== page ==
China has begun constructing a new high-definition deep space active observation facility with more than 20 large radar antennas to detect and track asteroids that could be a threat to Earth, Chinese-language media outlet Science and Technology Daily reported on July 8.
This new observation facility is called ‘China Fuyan,’ meaning compound eye. The Chongqing Innovation Center of Beijing Institute of Technology in China’s Southwest Chongqing municipality is leading the construction.
China’s National Astronomical Observatories under the China Academy of Sciences, Tsinghua University, and Peking University will also join the Fuyan construction process, which is expected to become the most far-reaching radar system in the world.
The news of this new deep space observation radar system comes after the China National Space Administration (CNSA) announced plans to build an asteroid monitoring and defense system in April.
Furthermore, China is also planning to launch an asteroid deflection and observation test mission by 2026, which will include an impactor that will strike the near-Earth object, 2020 PN1, and an orbiter that will make observations, as reported recently by EurAsian Times.
China Compound Eye Radar System
The complete system will have more than 20 radar antennas, each of them measuring 25-30 meters in diameter, and together they should be able to detect asteroids as far as 150 million kilometers, according to Long Teng, the President of the Beijing Institute of Technology and a member of the Chinese Academy of Engineering.
“At present, our space research is constantly deepening, and a large-scale radar is needed for research on asteroids, Earth-Moon systems, etc.” Long said.
In addition, Long said that the radar system will help locate a proper landing target for the Tianwen-2 mission that is expected to launch in 2025.
The Tianwen-2, also known as ‘ZhenHge,’ is an asteroid sample return mission targeting a near-Earth asteroid called 2016HO3, also known as Kamoalev, which reportedly measures 45-60 meters. It is speculated that Kamoalev could have been broken off from the Moon due to a potential asteroid impact on the lunar surface.
The Tianwen-2 probe, currently under construction, is planned to land on the Kamoalev using four robotic arms to collect samples to be brought back to the Earth.
The construction of the new deep space active observation facility is to take place in three phases. The first phase will involve setting up four 16-meter-diameter radars to verify the viability of such a system and achieve a 3D image render of the Moon, according to Global Times.
According to the Science and Technology Daily, the project’s first phase is located in Longxing Town, Yubei District, Chongqing City. So far, two of the four radars have been built, and they are expected to become operational by September.
The second stage will be located in Yunyang, Chongqing, which will involve the construction of more than 20 antennas that will form a high-definition distributed radar system of 100-meter-diameter that should be capable of detecting and imaging asteroids 10,000 kilometers away.
These two phases are technology demonstrators, followed by the third and final phase that will realize the observation capability of up to 150 million kilometers, thereby becoming the world’s first deep-space radar capable of 3D imaging and dynamic monitoring, according to Global Times.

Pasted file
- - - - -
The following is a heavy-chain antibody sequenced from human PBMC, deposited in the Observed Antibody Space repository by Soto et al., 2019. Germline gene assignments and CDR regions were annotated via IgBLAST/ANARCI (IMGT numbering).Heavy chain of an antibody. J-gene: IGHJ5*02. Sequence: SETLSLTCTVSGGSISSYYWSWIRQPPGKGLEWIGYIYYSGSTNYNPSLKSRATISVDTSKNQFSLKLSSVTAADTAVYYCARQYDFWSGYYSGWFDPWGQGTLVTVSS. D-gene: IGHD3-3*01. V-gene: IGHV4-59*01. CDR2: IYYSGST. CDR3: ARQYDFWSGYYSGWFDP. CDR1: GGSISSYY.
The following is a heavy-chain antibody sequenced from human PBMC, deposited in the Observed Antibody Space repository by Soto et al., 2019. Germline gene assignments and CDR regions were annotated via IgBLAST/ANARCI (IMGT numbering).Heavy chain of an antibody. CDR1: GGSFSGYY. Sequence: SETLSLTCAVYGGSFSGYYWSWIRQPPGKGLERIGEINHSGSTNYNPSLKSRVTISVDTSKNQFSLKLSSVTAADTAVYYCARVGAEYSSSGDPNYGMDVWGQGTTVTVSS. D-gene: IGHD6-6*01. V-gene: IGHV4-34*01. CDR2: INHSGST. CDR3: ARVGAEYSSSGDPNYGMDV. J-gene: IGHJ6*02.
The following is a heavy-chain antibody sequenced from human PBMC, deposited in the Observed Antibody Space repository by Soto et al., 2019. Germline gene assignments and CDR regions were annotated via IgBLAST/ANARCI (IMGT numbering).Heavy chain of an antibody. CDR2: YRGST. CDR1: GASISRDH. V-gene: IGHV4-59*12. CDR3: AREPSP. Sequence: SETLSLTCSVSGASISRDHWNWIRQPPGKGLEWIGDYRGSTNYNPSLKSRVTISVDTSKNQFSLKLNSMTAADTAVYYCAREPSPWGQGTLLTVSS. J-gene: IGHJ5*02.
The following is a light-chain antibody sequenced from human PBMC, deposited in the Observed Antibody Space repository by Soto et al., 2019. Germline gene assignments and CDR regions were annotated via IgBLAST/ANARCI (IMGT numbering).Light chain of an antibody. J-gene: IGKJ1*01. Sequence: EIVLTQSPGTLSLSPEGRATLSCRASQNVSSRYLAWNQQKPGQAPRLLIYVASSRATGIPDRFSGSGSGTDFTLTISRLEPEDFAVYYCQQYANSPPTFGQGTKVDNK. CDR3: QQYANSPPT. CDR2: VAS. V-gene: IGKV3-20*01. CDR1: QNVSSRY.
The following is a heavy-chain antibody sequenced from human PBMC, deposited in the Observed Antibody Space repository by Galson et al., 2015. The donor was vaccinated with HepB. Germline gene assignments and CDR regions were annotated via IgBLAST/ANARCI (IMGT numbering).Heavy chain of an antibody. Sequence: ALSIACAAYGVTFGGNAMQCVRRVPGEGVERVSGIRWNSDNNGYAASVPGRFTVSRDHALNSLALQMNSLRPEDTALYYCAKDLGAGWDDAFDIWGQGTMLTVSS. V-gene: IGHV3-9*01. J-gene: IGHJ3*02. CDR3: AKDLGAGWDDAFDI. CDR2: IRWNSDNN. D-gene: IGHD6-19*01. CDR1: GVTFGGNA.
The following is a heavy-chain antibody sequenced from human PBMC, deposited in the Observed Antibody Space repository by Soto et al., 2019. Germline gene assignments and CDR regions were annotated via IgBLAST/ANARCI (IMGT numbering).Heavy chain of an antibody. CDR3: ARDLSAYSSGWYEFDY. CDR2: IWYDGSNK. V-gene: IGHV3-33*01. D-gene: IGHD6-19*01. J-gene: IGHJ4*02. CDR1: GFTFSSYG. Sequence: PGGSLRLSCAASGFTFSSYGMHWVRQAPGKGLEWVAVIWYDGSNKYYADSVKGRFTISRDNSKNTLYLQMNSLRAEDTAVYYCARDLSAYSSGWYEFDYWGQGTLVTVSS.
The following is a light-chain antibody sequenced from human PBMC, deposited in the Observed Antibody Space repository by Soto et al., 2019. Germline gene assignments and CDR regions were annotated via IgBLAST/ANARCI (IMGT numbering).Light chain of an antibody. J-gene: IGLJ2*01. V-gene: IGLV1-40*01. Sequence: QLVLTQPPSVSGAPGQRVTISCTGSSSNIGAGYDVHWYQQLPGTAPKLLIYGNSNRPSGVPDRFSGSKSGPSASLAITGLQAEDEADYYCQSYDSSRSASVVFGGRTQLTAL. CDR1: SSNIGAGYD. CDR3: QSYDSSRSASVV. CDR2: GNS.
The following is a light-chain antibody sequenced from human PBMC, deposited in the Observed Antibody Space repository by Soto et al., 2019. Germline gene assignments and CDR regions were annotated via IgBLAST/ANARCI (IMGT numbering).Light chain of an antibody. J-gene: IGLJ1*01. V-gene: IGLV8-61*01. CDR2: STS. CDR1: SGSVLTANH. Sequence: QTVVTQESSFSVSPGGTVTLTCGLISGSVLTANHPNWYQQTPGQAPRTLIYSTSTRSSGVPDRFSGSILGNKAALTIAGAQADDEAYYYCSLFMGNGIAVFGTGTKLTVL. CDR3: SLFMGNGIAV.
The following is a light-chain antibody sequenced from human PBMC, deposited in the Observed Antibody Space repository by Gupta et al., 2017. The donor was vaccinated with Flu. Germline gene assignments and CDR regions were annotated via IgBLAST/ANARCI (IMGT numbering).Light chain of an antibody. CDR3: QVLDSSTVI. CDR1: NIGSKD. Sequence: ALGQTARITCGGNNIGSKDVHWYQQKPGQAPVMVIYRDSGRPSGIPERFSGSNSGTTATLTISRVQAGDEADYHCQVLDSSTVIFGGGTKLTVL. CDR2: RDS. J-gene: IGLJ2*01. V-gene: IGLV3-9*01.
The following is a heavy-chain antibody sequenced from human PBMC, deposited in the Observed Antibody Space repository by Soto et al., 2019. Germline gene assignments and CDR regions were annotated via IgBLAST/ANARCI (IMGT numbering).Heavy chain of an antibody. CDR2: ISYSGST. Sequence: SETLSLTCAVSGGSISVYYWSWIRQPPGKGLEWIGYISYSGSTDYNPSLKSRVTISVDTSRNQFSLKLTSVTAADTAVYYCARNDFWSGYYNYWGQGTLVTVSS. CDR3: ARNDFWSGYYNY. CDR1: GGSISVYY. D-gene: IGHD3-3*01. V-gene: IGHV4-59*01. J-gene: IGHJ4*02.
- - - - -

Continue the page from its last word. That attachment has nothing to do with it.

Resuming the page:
According to Long Teng, all three phases will take place in Chongqing, which has been chosen because its ‘geographic latitude’ is “suitable for radar setup and observation.”
Military And Strategic Purposes
While this new radar system’s stated purpose is benign, a deep-space radar can also be helpful for military purposes, such as monitoring the US’ secretive Boeing X-37B military spaceplane during its orbital flight.
EurAsian Times asked Space and Defense Expert Omkar Nikam about the potential military aspects of this new radar system.
“Anything and everything that relates to crucial importance for national or economic purpose in China have a military blanket on the top,” Nikam said.
“For example, the Espacio Lejano Station in Argentina, a deep station operated by the Chinese National Space Administration (CNSA), is reportedly a part of CNSA’s Deep Space Network but is also said to report directly to the People’s Liberation Army Strategic Support Force, he explained.
The new radar system could also possibly aid China in its plans for asteroid mining which have been discussed extensively in a EurAsian Times report. However, asteroid mining is emerging as the new frontier of competition between the US and China for exploiting space resources, which has also sparked fears of space militarization.
When asked about this issue, Nikam explained that China has a very strategic perspective toward economic issues, especially regarding the space economy.
According to Nikam, “the militarization of space cannot be looked at as the only mode for disrupting international relations, but can also be looked at from the lens of pure security purposes.”
Therefore, Nikam believes that while China’s goals and missions, in the end, conclude in the military pipeline, this does not necessarily mean that the military purpose is to create disruption; instead, it’s for security purposes.
“And this applies to every nation,” he noted while further explaining that the space industry is “highly government-driven, and the military is one of its leading consumers.”
“In the future, as humans navigate and potentially create bases on the moon and mars, military units can be highly viewed as a security pillar; similar to how armed forces on earth protect national borders and ensure the safety of civilians,” Nikam further said.